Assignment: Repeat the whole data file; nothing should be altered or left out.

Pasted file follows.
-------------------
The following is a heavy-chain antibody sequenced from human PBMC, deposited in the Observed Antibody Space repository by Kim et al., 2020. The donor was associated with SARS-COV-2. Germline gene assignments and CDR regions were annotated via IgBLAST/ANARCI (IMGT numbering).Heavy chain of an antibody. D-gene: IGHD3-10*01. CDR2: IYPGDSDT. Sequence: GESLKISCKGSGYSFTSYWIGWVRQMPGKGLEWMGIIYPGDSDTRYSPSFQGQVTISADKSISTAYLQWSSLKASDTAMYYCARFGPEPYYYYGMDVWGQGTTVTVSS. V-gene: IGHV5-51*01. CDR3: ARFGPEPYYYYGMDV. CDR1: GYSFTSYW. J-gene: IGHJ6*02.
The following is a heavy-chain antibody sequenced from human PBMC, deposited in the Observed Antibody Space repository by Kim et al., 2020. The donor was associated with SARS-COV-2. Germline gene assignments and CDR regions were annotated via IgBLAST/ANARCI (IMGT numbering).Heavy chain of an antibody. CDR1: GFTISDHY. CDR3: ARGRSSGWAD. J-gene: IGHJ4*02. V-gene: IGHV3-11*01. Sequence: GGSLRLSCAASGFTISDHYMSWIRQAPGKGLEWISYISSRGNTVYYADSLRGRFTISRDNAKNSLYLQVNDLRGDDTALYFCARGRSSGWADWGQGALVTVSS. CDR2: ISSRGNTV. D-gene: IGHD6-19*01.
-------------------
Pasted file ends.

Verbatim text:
The following is a heavy-chain antibody sequenced from human PBMC, deposited in the Observed Antibody Space repository by Kim et al., 2020. The donor was associated with SARS-COV-2. Germline gene assignments and CDR regions were annotated via IgBLAST/ANARCI (IMGT numbering).Heavy chain of an antibody. D-gene: IGHD3-10*01. CDR2: IYPGDSDT. Sequence: GESLKISCKGSGYSFTSYWIGWVRQMPGKGLEWMGIIYPGDSDTRYSPSFQGQVTISADKSISTAYLQWSSLKASDTAMYYCARFGPEPYYYYGMDVWGQGTTVTVSS. V-gene: IGHV5-51*01. CDR3: ARFGPEPYYYYGMDV. CDR1: GYSFTSYW. J-gene: IGHJ6*02.
The following is a heavy-chain antibody sequenced from human PBMC, deposited in the Observed Antibody Space repository by Kim et al., 2020. The donor was associated with SARS-COV-2. Germline gene assignments and CDR regions were annotated via IgBLAST/ANARCI (IMGT numbering).Heavy chain of an antibody. CDR1: GFTISDHY. CDR3: ARGRSSGWAD. J-gene: IGHJ4*02. V-gene: IGHV3-11*01. Sequence: GGSLRLSCAASGFTISDHYMSWIRQAPGKGLEWISYISSRGNTVYYADSLRGRFTISRDNAKNSLYLQVNDLRGDDTALYFCARGRSSGWADWGQGALVTVSS. CDR2: ISSRGNTV. D-gene: IGHD6-19*01.